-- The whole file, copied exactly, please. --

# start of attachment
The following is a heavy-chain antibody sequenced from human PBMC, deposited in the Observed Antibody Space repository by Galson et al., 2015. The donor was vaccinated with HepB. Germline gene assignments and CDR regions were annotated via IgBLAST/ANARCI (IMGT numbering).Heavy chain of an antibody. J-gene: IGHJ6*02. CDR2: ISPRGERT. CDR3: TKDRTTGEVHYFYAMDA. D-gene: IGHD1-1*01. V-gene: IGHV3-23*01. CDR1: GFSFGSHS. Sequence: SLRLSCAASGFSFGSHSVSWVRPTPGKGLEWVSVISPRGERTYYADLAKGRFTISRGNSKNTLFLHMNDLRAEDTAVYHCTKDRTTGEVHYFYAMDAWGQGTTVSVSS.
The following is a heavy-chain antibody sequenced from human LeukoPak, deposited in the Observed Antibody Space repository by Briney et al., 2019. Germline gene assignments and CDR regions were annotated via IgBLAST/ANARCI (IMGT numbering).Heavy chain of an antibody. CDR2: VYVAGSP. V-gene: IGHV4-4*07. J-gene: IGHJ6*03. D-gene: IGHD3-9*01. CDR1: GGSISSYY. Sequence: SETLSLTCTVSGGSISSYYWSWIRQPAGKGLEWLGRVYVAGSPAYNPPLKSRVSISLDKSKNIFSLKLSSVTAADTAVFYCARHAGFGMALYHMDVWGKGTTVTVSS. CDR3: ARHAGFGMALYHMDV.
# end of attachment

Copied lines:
The following is a heavy-chain antibody sequenced from human PBMC, deposited in the Observed Antibody Space repository by Galson et al., 2015. The donor was vaccinated with HepB. Germline gene assignments and CDR regions were annotated via IgBLAST/ANARCI (IMGT numbering).Heavy chain of an antibody. J-gene: IGHJ6*02. CDR2: ISPRGERT. CDR3: TKDRTTGEVHYFYAMDA. D-gene: IGHD1-1*01. V-gene: IGHV3-23*01. CDR1: GFSFGSHS. Sequence: SLRLSCAASGFSFGSHSVSWVRPTPGKGLEWVSVISPRGERTYYADLAKGRFTISRGNSKNTLFLHMNDLRAEDTAVYHCTKDRTTGEVHYFYAMDAWGQGTTVSVSS.
The following is a heavy-chain antibody sequenced from human LeukoPak, deposited in the Observed Antibody Space repository by Briney et al., 2019. Germline gene assignments and CDR regions were annotated via IgBLAST/ANARCI (IMGT numbering).Heavy chain of an antibody. CDR2: VYVAGSP. V-gene: IGHV4-4*07. J-gene: IGHJ6*03. D-gene: IGHD3-9*01. CDR1: GGSISSYY. Sequence: SETLSLTCTVSGGSISSYYWSWIRQPAGKGLEWLGRVYVAGSPAYNPPLKSRVSISLDKSKNIFSLKLSSVTAADTAVFYCARHAGFGMALYHMDVWGKGTTVTVSS. CDR3: ARHAGFGMALYHMDV.